FGV listing: Corporate vs peasant settler — Sakmongkol AK47
DEC 26 — Two upcoming events are being awaited with great anticipation:
(1) The outcome of an injunction application by a few settlers to stop the Felda Global Ventures listing, and;
(2) the January 5 extraordinary general meeting of Koperasi Permodalan Felda (KPF).
The outcome of the second event is a foregone conclusion. Chairman Isa Samad will get elected as the KPF chairman despite not having the qualifications to become an office bearer. He is not a settler nor is he a Felda employee. But the minister in charge of Felda has given his approval; what can people do? The minister is also the prime minister. He is lord over whoever lives in this land.
We must not be sidetracked by this sideshow involving the two-bit actor Isa Samad. The more pressing matter concerns the listing exercise.
Why the injunction? Why should four people extend energy and time and assume the risks of being called traitors and all that, to apply for an injunction? Greed can’t be the overriding objective. If it is, it’s more profitable for the four people to side with chairman Isa, who can be generous if he is pleased.
The object of the injunction is to stop FGV from taking over assets and shares belonging to KPF in Felda Holdings. These people believe that the 350,000 hectares of land that Felda took was actually meant for settlers.
All the assets owned by KPF in Felda Holdings will be leased to FGV for the next 99 years. They will no longer exercise control over the assets as their interests are all converted into shares. Felda Holdings is 51 per cent owned by settlers and 49 per cent owned by Felda Global.
They are willing to risk it all, because they believe settlers are being sold out.
This listing is the ultimate shortchanging of settlers. The first occurred when Felda withheld more than 300,000 hectares of land from being given to settlers. By assuming ownership of the land, Felda was able to become a planter itself.
So we have the peasant settler and the corporate settler. The corporate settlers have moved on to becoming fabulously rich while the peasant settler (Tun Razak’s regimented landless and jobless) has remained relatively behind. They get to enjoy the trickle down effects defined and determined by Felda who practically run the business on behalf and for the benefit of settlers.
The corporate settler sells CPO and busies itself in a wide range of downstream manufacturing and marketing activities. They were even able to go into various businesses out of the capital created from ownership of the land which was supposed to go to the landless and jobless.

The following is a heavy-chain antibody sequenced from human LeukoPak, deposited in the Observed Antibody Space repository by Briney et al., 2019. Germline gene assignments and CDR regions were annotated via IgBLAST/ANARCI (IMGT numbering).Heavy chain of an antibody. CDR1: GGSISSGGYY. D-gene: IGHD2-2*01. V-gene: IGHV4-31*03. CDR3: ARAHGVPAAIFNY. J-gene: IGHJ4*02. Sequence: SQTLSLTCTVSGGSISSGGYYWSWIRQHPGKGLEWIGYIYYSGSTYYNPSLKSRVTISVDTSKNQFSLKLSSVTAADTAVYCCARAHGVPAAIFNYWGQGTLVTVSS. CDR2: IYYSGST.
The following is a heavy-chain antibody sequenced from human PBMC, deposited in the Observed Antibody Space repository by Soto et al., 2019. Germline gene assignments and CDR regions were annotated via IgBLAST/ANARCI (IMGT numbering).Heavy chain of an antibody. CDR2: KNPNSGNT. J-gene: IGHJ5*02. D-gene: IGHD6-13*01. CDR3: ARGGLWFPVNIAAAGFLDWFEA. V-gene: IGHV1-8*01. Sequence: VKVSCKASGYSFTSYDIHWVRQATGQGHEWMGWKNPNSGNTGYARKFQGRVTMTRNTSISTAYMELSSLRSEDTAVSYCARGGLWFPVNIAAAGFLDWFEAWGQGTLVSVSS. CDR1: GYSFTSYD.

The second took place, when Felda listed its sugar refining business. It made over RM 800 million out of that IPO. How much did KPF make by virtue of owning 20 per cent of the business? On paper it made, RM300 million?
How did Sabri Ahmad cull this figure? If KPF makes a paper gain of RM300 million and RM300 million is 20 per cent, then the whole gain is RM1.5 billion. But Sabri says Felda made RM800 million. Maybe it’s just a figure of speech. The point is, he wanted to say KPF made money albeit on paper. Does that raise the share value of KPF in Felda Holdings now that it made RM300 million paper gain?
If the injunction is successful, the proposed listing of Felda Global will be delayed. The listing will see the merger of Felda Holdings with Felda Global. The smaller partner in terms of equity, Felda Global is buying out KPF who has 51 per cent.
How is the nature of the transaction? Does it involve an offer by FGV to buy out KPF at a certain price, or will it involve just a share swap? You priced it with premium, fella; that’s why KPF is getting 61 per cent.
But the share price of the newly-listed entity is also at a premium. You can easily inflate the price of the would-be listed entity, paint glossy pictures, introduce exotic phrase such as unlocking value and so forth. With these, you will probably induce KPF representatives to believe they are getting a good deal.
KPF will get 61 per cent. That’s good, you say. Isa Samad goes around berating ungrateful settlers — apa lagi awak semua mahu, dari 51 per cent jadi 61 per cent?
But we ask in return: 61 per cent of how much? If 30 per cent of the shares are sold to the public, the settlers end up with 61 per cent of the remaining 70 per cent of the business.
That’s not all. Thirty per cent will be held by the public; the interests of settlers are converted into shares that are tradable in the market place. As with the track record of Bumiputera-held equities, you can bet that, chances are, the shares will be sold.
We have to go back to the primary source of dissatisfaction. The peasant settler has remained more or less the same. The corporate settler has made it big. The peasant settlers get palliatives, bonuses here and there. RM1,200 as a yearly bonus translates into RM100 per month. RM400 per year translate into RM30 per month — not even enough to buy a T-bone steak at Meatworks.
The peasant settler gets MRSM colleges, indoor stadiums, futsal stadiums and other social amenities but the value of these pale in comparison with the amenities and wealth-enhancing resources obtained by the corporate settler.
The corporate settler has moved on into oleo chemicals, downstream activities, hotels, sugar business, etc; why can’t the peasant settler be organised that same way?
The fundamental reason why this listing is being vehemently opposed is that people believe it’s a sellout and it’s the culmination of unconscionable acts by Felda. — sakmongkol.blogspot.com
* Sakmongkol AK47 is the nom de plume of Datuk Mohd Ariff Sabri Abdul Aziz. He was Pulau Manis assemblyman (2004-2008).
* This is the personal opinion of the writer or publication. The Malaysian Insider does not endorse the view unless specified.